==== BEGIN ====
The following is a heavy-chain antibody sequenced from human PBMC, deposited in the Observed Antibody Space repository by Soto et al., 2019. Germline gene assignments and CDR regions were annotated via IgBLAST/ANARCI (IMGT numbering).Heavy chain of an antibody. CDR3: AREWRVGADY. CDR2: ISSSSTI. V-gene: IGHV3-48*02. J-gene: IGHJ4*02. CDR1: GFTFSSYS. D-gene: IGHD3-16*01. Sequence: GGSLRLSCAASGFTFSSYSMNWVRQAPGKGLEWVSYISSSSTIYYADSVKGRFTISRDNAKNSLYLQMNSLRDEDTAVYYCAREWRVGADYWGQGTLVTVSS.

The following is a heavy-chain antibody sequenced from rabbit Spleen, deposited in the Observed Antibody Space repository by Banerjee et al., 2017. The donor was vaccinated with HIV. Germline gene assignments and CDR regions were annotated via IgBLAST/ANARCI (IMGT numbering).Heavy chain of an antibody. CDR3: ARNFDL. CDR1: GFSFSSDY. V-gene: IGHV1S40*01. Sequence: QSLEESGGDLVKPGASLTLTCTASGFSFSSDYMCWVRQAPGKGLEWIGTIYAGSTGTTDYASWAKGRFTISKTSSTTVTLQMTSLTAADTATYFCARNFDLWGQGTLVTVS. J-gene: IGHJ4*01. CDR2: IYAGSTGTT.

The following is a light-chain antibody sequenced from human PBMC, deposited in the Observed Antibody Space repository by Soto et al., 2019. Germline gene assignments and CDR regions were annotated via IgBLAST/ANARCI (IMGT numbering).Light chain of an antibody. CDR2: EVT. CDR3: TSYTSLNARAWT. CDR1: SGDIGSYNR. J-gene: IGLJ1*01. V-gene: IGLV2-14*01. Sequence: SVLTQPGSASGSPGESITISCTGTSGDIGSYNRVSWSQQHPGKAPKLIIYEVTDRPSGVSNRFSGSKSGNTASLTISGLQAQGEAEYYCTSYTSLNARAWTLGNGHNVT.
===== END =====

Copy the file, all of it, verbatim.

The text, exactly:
The following is a heavy-chain antibody sequenced from human PBMC, deposited in the Observed Antibody Space repository by Soto et al., 2019. Germline gene assignments and CDR regions were annotated via IgBLAST/ANARCI (IMGT numbering).Heavy chain of an antibody. CDR3: AREWRVGADY. CDR2: ISSSSTI. V-gene: IGHV3-48*02. J-gene: IGHJ4*02. CDR1: GFTFSSYS. D-gene: IGHD3-16*01. Sequence: GGSLRLSCAASGFTFSSYSMNWVRQAPGKGLEWVSYISSSSTIYYADSVKGRFTISRDNAKNSLYLQMNSLRDEDTAVYYCAREWRVGADYWGQGTLVTVSS.

The following is a heavy-chain antibody sequenced from rabbit Spleen, deposited in the Observed Antibody Space repository by Banerjee et al., 2017. The donor was vaccinated with HIV. Germline gene assignments and CDR regions were annotated via IgBLAST/ANARCI (IMGT numbering).Heavy chain of an antibody. CDR3: ARNFDL. CDR1: GFSFSSDY. V-gene: IGHV1S40*01. Sequence: QSLEESGGDLVKPGASLTLTCTASGFSFSSDYMCWVRQAPGKGLEWIGTIYAGSTGTTDYASWAKGRFTISKTSSTTVTLQMTSLTAADTATYFCARNFDLWGQGTLVTVS. J-gene: IGHJ4*01. CDR2: IYAGSTGTT.

The following is a light-chain antibody sequenced from human PBMC, deposited in the Observed Antibody Space repository by Soto et al., 2019. Germline gene assignments and CDR regions were annotated via IgBLAST/ANARCI (IMGT numbering).Light chain of an antibody. CDR2: EVT. CDR3: TSYTSLNARAWT. CDR1: SGDIGSYNR. J-gene: IGLJ1*01. V-gene: IGLV2-14*01. Sequence: SVLTQPGSASGSPGESITISCTGTSGDIGSYNRVSWSQQHPGKAPKLIIYEVTDRPSGVSNRFSGSKSGNTASLTISGLQAQGEAEYYCTSYTSLNARAWTLGNGHNVT.